How to buy an Ultrabook: Beyond the specs


Ultrabooks are everywhere these days. Coined by Intel in 2011, the term Ultrabook refers to a category of laptops that are lightweight yet powerful and meet a baseline standard of specifications that are continually evolving.

Recently, Intel required every new Ultrabook to have touchscreen capabilities, hardware ready for voice command, and a battery-life of at least six hours of HD video playback, suggesting the semi-conductor manufacture hopes to spur even more innovation.

But if anything is preventing Ultrabooks from becoming mainstream, it’s the price. Manufactures have yet to release a decent budget Ultrabook option. Evolving spec requirements (most importantly size and weight) can make a pretty minimal device cost well over $1000. No, Ultrabooks aren’t for gamers or spendthrifts. Or, for that matter, anyone in need of a screen over 15 inches. Also cross it off your list if you depend on three USB ports. And expect to find most Ultrabook devices designed for the tablet optimized Windows 8 OS.

Even so, Ultrabooks are becoming less niche. If you’ve decided to make the purchase, we recommend giving any device a thorough test-run, because there are physical attributes aplenty that will affect your Ultrabook user experience that don’t show up on a spec sheet. Most Ultrabooks are available for testing at brick-and-mortar retail stores such as Apple and Microsoft, allowing you to fiddle with the trackpad, keyboard, software interface, and other components that substantially differ from model to model.

While you’re at it, check out our favorite Ultrabooks and common mistakes we’ve noticed among laptop buyers.

This article was originally published April 1, 2012 and has been updated to reflect changes in the market. Matt Smith contributed to this article.

Slimmer isn’t always better

Designing a seriously slim device will come with trade-offs. Some Ultrabooks sacrifice quality composition for a lightweight feel. Take the Dell Inspiron 14 7000 Series, for example. We gave the laptop a positive review. Even so, the chassis was awkwardly designed; the frame had sharp sides that dug into our reviewer’s hands when held. Often times, featherweights have too many creaks and groans or surfaces that feel awkward. That’s the kind of information that won’t show up on a spec sheet.

Dell Inspiron 14 7000

Testing out an ultrabook at your local retailer will give you a good sense if your desired device will feel flimsy. It will also give you a good sense of the chassis design. Pay close attention to any vibration or any surfaces that seem to re-align themselves as your hands place pressure on the exterior. Also, note the quality of the materials used and the way they feel.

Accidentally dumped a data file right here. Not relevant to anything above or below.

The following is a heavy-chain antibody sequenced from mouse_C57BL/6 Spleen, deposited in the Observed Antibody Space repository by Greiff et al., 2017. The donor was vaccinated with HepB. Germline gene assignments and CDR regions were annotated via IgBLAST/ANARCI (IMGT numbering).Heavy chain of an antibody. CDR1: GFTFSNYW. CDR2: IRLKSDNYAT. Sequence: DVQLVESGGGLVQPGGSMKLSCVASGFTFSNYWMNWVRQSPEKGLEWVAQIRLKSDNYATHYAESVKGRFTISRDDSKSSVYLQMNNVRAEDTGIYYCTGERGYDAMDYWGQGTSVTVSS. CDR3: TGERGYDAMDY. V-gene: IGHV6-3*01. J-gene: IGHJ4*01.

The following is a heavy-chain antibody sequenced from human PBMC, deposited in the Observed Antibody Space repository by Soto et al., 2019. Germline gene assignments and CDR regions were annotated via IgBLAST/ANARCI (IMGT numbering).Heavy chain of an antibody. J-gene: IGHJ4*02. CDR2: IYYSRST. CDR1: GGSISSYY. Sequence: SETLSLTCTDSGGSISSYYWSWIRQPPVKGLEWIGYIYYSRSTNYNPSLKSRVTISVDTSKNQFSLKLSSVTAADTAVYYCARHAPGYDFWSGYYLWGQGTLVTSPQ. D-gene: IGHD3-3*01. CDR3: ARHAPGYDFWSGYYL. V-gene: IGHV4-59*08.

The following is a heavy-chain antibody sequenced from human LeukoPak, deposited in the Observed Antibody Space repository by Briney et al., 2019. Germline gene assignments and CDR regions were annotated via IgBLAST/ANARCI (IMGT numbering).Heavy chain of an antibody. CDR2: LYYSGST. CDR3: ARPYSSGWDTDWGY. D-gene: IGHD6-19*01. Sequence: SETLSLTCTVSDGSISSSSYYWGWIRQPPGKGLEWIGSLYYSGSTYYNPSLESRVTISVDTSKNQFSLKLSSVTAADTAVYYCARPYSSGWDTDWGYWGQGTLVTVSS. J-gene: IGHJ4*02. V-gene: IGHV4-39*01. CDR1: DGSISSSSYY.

Keyboard and touchpad function

Touchscreens may be required by Intel, but today’s Ultrabooks still depend on well performing keyboard and touchpads. Testing the keyboard will give you a good sense of key travel. Type a few sentences and see how the keyboard reacts. Is there enough space below the keyboard for your palms? These may seem like minor points, but they can cause frustration over time.

HP Envy TouchSmart Ultrabook 4

Another factor to consider is the touchpad. Move your fingers across the surface to see if you like the texture. Also make sure to depress the integrated buttons.

There probably won’t be individual left and right buttons – that’s because most manufacturers have integrated them into the touchpad surface. Instead of touching a button, you now just depress the lower left or right hand side of the touchpad. Some touchpads require almost no effort to activate, while others require quite a bit, and everyone has a personal preference.

Display considerations

A device boasting a resolution exceeding 1080p is certainly worth more than a cursory glance, but its not always the right choice, given that many Ultrabooks have yet to master properly scaling anything over 200 pixels per inch. High-resolution laptops often yield a smaller picture because operating systems such as Windows render dimensions in pixel size. More pixels on the screen reduces the size of everything, including fonts, icons, and other key aspects of the visual display.

Take note: while Ultrabooks aren’t known for their gaming prowess, increasing native resolution may make things move slower. Games and movies benefit only marginally from the increased sharpness. Games can take quite a hit if the underlying hardware isn’t powerful enough. And generally Ultrabooks sacrifice under-the-hood speed for portability and power saving compared to their bulkier brethren.

Glossy screen

It’s easy to overlook the importance of a screen. Many Ultrabooks have a glossy screen. It looks great under some lights but working in a room with lots of natural daylight can render a high-gloss screen nearly useless.

Acer Aspire S7

Heat and noise management

Heat and noise management is a widespread problem among Ultrabooks. Their small size can make cooling components difficult. What’s more, it’s one trait you can’t judge in a big box store.